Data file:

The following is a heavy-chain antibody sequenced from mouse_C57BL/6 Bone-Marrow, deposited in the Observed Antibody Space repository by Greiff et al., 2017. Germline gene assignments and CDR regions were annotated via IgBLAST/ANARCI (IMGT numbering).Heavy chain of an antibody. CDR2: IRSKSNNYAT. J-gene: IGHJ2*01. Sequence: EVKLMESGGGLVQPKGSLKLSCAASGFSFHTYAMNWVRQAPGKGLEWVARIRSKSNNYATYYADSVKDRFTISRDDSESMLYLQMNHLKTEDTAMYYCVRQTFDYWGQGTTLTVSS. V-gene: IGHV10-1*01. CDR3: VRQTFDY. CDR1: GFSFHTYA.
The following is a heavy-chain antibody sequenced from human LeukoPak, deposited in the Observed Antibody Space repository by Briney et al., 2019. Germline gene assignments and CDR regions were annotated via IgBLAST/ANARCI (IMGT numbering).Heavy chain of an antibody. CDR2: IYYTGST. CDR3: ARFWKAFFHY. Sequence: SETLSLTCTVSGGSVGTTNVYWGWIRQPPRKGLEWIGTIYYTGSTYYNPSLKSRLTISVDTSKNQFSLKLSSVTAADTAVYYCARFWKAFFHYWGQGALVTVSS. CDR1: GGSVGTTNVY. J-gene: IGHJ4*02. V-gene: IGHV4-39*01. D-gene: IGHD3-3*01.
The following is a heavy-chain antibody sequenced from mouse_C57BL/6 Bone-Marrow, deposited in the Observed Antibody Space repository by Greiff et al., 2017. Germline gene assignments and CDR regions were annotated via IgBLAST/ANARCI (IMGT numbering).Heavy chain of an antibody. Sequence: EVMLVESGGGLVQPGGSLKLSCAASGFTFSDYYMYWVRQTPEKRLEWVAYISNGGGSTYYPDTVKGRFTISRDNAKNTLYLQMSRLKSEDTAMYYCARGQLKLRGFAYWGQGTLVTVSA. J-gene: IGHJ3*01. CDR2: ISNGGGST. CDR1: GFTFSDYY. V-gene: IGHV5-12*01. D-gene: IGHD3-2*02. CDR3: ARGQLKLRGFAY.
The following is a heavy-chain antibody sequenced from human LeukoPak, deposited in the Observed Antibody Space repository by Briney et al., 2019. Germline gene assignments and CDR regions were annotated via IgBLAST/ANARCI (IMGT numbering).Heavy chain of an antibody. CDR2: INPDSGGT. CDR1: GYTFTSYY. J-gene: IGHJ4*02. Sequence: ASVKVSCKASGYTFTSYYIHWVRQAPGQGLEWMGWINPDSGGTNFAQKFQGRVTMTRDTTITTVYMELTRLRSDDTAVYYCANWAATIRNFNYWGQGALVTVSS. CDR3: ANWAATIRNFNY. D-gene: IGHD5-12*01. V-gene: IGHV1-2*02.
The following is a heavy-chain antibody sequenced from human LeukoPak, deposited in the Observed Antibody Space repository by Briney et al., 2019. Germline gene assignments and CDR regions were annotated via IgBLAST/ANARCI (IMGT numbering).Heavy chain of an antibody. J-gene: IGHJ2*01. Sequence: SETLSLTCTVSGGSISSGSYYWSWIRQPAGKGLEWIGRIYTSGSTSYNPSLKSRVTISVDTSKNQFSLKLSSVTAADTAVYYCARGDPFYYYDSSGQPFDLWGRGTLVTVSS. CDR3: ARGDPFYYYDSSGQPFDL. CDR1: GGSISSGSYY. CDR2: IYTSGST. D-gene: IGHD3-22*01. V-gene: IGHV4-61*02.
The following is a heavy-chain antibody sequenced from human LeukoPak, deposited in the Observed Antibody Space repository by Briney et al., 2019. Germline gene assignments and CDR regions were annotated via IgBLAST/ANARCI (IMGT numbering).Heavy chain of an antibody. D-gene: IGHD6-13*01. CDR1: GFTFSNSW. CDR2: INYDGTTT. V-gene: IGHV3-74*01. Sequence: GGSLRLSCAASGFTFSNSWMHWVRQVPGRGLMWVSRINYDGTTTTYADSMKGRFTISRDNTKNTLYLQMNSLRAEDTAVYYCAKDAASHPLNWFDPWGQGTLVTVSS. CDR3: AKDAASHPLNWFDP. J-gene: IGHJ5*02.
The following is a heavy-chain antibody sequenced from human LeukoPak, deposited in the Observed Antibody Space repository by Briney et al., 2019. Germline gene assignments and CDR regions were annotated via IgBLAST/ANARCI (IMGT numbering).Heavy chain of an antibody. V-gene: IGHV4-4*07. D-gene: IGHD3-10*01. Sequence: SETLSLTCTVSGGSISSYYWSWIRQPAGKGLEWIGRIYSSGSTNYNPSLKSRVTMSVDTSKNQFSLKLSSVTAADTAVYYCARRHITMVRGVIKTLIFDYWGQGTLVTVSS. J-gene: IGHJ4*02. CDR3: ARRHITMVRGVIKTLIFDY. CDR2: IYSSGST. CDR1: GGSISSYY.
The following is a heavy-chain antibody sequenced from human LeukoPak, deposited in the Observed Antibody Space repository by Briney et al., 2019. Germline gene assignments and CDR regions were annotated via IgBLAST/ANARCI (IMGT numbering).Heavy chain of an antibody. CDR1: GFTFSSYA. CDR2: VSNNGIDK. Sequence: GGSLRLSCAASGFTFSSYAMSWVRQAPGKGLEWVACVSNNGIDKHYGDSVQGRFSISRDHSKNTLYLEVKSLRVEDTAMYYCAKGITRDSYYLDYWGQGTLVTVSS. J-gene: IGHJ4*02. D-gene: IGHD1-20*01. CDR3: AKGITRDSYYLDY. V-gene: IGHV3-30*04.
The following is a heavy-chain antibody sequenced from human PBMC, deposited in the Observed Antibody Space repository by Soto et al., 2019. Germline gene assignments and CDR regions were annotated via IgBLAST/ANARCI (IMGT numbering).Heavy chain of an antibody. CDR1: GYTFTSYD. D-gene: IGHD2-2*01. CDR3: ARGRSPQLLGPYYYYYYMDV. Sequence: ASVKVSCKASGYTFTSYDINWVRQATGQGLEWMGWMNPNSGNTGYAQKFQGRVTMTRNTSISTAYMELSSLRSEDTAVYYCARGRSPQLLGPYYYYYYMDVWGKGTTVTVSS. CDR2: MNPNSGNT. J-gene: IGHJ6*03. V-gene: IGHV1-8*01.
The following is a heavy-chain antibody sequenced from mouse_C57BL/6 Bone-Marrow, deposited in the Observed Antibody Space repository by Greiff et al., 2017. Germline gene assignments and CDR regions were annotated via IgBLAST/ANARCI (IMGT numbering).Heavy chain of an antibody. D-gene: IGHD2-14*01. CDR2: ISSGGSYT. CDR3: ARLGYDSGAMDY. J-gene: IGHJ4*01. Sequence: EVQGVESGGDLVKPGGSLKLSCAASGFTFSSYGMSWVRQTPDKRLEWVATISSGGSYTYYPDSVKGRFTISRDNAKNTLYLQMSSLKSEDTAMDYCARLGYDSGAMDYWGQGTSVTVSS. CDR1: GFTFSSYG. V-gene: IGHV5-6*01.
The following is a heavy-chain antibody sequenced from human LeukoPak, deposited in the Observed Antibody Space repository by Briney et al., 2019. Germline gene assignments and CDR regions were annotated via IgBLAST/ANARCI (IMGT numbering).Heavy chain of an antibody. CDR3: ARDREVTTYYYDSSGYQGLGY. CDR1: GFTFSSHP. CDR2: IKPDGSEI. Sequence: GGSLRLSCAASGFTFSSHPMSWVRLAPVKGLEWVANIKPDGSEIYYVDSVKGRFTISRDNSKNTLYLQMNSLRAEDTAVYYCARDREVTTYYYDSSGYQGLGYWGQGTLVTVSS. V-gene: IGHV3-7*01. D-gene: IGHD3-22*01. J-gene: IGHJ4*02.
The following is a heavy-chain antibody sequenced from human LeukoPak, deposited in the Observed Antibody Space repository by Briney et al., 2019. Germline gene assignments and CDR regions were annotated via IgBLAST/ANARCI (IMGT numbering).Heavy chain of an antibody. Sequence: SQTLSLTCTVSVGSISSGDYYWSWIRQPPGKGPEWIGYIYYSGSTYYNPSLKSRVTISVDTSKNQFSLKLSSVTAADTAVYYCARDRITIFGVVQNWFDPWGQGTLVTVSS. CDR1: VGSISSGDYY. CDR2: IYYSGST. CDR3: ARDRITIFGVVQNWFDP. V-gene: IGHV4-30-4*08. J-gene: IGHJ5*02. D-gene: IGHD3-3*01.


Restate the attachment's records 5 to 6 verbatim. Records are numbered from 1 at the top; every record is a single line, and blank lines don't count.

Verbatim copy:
The following is a heavy-chain antibody sequenced from human LeukoPak, deposited in the Observed Antibody Space repository by Briney et al., 2019. Germline gene assignments and CDR regions were annotated via IgBLAST/ANARCI (IMGT numbering).Heavy chain of an antibody. J-gene: IGHJ2*01. Sequence: SETLSLTCTVSGGSISSGSYYWSWIRQPAGKGLEWIGRIYTSGSTSYNPSLKSRVTISVDTSKNQFSLKLSSVTAADTAVYYCARGDPFYYYDSSGQPFDLWGRGTLVTVSS. CDR3: ARGDPFYYYDSSGQPFDL. CDR1: GGSISSGSYY. CDR2: IYTSGST. D-gene: IGHD3-22*01. V-gene: IGHV4-61*02.
The following is a heavy-chain antibody sequenced from human LeukoPak, deposited in the Observed Antibody Space repository by Briney et al., 2019. Germline gene assignments and CDR regions were annotated via IgBLAST/ANARCI (IMGT numbering).Heavy chain of an antibody. D-gene: IGHD6-13*01. CDR1: GFTFSNSW. CDR2: INYDGTTT. V-gene: IGHV3-74*01. Sequence: GGSLRLSCAASGFTFSNSWMHWVRQVPGRGLMWVSRINYDGTTTTYADSMKGRFTISRDNTKNTLYLQMNSLRAEDTAVYYCAKDAASHPLNWFDPWGQGTLVTVSS. CDR3: AKDAASHPLNWFDP. J-gene: IGHJ5*02.